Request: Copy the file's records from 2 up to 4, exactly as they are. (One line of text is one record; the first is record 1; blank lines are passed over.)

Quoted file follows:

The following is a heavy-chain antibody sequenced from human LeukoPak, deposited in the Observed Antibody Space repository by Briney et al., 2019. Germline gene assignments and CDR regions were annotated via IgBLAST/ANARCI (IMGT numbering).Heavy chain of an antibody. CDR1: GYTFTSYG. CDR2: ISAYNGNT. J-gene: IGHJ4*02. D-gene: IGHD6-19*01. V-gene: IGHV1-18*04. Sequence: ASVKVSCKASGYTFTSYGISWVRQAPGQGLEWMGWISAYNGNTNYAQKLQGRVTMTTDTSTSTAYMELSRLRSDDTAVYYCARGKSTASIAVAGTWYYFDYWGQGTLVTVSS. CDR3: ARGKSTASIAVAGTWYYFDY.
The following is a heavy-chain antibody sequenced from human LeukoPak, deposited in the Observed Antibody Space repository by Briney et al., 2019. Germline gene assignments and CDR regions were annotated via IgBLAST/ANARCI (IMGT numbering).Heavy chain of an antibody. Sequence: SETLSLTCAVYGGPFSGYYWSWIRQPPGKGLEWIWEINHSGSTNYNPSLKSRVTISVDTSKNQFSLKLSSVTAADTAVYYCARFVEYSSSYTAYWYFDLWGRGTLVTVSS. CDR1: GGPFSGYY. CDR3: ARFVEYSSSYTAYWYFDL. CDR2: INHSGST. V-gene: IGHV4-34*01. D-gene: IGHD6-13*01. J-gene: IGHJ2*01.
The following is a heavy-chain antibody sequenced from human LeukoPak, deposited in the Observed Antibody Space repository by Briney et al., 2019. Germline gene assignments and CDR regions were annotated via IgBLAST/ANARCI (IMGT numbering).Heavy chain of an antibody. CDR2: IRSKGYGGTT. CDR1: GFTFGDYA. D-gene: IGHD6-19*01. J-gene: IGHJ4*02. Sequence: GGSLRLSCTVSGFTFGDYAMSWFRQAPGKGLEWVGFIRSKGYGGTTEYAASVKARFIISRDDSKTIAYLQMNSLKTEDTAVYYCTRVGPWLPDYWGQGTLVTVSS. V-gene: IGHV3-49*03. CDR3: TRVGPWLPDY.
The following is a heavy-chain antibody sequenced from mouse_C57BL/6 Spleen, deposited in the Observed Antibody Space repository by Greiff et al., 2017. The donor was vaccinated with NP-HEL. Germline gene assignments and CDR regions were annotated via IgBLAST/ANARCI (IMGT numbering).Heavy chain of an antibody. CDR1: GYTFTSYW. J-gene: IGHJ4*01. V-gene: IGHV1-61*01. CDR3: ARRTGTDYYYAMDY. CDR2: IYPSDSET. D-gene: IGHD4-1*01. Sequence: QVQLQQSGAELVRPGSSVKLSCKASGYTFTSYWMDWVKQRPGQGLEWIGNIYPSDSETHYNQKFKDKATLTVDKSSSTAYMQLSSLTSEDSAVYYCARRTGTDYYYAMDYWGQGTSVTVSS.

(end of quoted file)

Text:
The following is a heavy-chain antibody sequenced from human LeukoPak, deposited in the Observed Antibody Space repository by Briney et al., 2019. Germline gene assignments and CDR regions were annotated via IgBLAST/ANARCI (IMGT numbering).Heavy chain of an antibody. Sequence: SETLSLTCAVYGGPFSGYYWSWIRQPPGKGLEWIWEINHSGSTNYNPSLKSRVTISVDTSKNQFSLKLSSVTAADTAVYYCARFVEYSSSYTAYWYFDLWGRGTLVTVSS. CDR1: GGPFSGYY. CDR3: ARFVEYSSSYTAYWYFDL. CDR2: INHSGST. V-gene: IGHV4-34*01. D-gene: IGHD6-13*01. J-gene: IGHJ2*01.
The following is a heavy-chain antibody sequenced from human LeukoPak, deposited in the Observed Antibody Space repository by Briney et al., 2019. Germline gene assignments and CDR regions were annotated via IgBLAST/ANARCI (IMGT numbering).Heavy chain of an antibody. CDR2: IRSKGYGGTT. CDR1: GFTFGDYA. D-gene: IGHD6-19*01. J-gene: IGHJ4*02. Sequence: GGSLRLSCTVSGFTFGDYAMSWFRQAPGKGLEWVGFIRSKGYGGTTEYAASVKARFIISRDDSKTIAYLQMNSLKTEDTAVYYCTRVGPWLPDYWGQGTLVTVSS. V-gene: IGHV3-49*03. CDR3: TRVGPWLPDY.
The following is a heavy-chain antibody sequenced from mouse_C57BL/6 Spleen, deposited in the Observed Antibody Space repository by Greiff et al., 2017. The donor was vaccinated with NP-HEL. Germline gene assignments and CDR regions were annotated via IgBLAST/ANARCI (IMGT numbering).Heavy chain of an antibody. CDR1: GYTFTSYW. J-gene: IGHJ4*01. V-gene: IGHV1-61*01. CDR3: ARRTGTDYYYAMDY. CDR2: IYPSDSET. D-gene: IGHD4-1*01. Sequence: QVQLQQSGAELVRPGSSVKLSCKASGYTFTSYWMDWVKQRPGQGLEWIGNIYPSDSETHYNQKFKDKATLTVDKSSSTAYMQLSSLTSEDSAVYYCARRTGTDYYYAMDYWGQGTSVTVSS.